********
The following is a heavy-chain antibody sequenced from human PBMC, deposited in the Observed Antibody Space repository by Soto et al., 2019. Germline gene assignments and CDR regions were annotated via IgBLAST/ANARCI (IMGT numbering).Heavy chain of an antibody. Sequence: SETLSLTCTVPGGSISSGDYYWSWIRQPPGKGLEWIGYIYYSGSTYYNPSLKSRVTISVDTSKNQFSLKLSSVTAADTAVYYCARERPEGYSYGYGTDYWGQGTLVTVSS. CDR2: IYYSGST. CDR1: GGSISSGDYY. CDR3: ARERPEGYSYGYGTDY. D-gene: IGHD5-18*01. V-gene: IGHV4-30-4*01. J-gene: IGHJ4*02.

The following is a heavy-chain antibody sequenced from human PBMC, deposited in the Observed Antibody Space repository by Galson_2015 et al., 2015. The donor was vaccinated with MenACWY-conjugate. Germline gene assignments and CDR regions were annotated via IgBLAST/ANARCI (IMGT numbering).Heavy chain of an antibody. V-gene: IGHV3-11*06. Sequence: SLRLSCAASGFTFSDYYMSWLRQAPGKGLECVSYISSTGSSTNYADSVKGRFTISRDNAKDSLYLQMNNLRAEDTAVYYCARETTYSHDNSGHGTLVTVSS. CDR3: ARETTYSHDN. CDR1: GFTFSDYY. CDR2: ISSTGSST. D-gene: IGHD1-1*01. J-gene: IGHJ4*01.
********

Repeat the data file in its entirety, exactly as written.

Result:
The following is a heavy-chain antibody sequenced from human PBMC, deposited in the Observed Antibody Space repository by Soto et al., 2019. Germline gene assignments and CDR regions were annotated via IgBLAST/ANARCI (IMGT numbering).Heavy chain of an antibody. Sequence: SETLSLTCTVPGGSISSGDYYWSWIRQPPGKGLEWIGYIYYSGSTYYNPSLKSRVTISVDTSKNQFSLKLSSVTAADTAVYYCARERPEGYSYGYGTDYWGQGTLVTVSS. CDR2: IYYSGST. CDR1: GGSISSGDYY. CDR3: ARERPEGYSYGYGTDY. D-gene: IGHD5-18*01. V-gene: IGHV4-30-4*01. J-gene: IGHJ4*02.

The following is a heavy-chain antibody sequenced from human PBMC, deposited in the Observed Antibody Space repository by Galson_2015 et al., 2015. The donor was vaccinated with MenACWY-conjugate. Germline gene assignments and CDR regions were annotated via IgBLAST/ANARCI (IMGT numbering).Heavy chain of an antibody. V-gene: IGHV3-11*06. Sequence: SLRLSCAASGFTFSDYYMSWLRQAPGKGLECVSYISSTGSSTNYADSVKGRFTISRDNAKDSLYLQMNNLRAEDTAVYYCARETTYSHDNSGHGTLVTVSS. CDR3: ARETTYSHDN. CDR1: GFTFSDYY. CDR2: ISSTGSST. D-gene: IGHD1-1*01. J-gene: IGHJ4*01.